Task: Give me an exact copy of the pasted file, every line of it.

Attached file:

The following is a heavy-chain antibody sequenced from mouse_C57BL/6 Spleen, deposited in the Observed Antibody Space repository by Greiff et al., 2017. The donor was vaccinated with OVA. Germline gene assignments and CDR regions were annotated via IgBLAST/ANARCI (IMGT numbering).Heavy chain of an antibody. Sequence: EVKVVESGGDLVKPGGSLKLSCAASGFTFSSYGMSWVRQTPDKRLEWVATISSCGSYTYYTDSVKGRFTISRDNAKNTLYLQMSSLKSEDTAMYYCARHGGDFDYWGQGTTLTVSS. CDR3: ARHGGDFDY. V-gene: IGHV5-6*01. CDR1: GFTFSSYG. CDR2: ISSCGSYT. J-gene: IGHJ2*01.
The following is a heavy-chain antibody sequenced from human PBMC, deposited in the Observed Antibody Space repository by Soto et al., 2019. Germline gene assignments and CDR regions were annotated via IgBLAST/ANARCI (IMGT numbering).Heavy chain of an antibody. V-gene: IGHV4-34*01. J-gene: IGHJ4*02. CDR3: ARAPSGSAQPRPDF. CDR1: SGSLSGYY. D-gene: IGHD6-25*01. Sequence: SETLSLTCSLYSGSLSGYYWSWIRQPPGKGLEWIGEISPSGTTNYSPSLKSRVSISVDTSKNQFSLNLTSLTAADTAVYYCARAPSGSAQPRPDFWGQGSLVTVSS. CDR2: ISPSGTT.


The following is a heavy-chain antibody sequenced from mouse_C57BL/6 Spleen, deposited in the Observed Antibody Space repository by Greiff et al., 2017. The donor was vaccinated with OVA. Germline gene assignments and CDR regions were annotated via IgBLAST/ANARCI (IMGT numbering).Heavy chain of an antibody. Sequence: EVKVVESGGDLVKPGGSLKLSCAASGFTFSSYGMSWVRQTPDKRLEWVATISSCGSYTYYTDSVKGRFTISRDNAKNTLYLQMSSLKSEDTAMYYCARHGGDFDYWGQGTTLTVSS. CDR3: ARHGGDFDY. V-gene: IGHV5-6*01. CDR1: GFTFSSYG. CDR2: ISSCGSYT. J-gene: IGHJ2*01.
The following is a heavy-chain antibody sequenced from human PBMC, deposited in the Observed Antibody Space repository by Soto et al., 2019. Germline gene assignments and CDR regions were annotated via IgBLAST/ANARCI (IMGT numbering).Heavy chain of an antibody. V-gene: IGHV4-34*01. J-gene: IGHJ4*02. CDR3: ARAPSGSAQPRPDF. CDR1: SGSLSGYY. D-gene: IGHD6-25*01. Sequence: SETLSLTCSLYSGSLSGYYWSWIRQPPGKGLEWIGEISPSGTTNYSPSLKSRVSISVDTSKNQFSLNLTSLTAADTAVYYCARAPSGSAQPRPDFWGQGSLVTVSS. CDR2: ISPSGTT.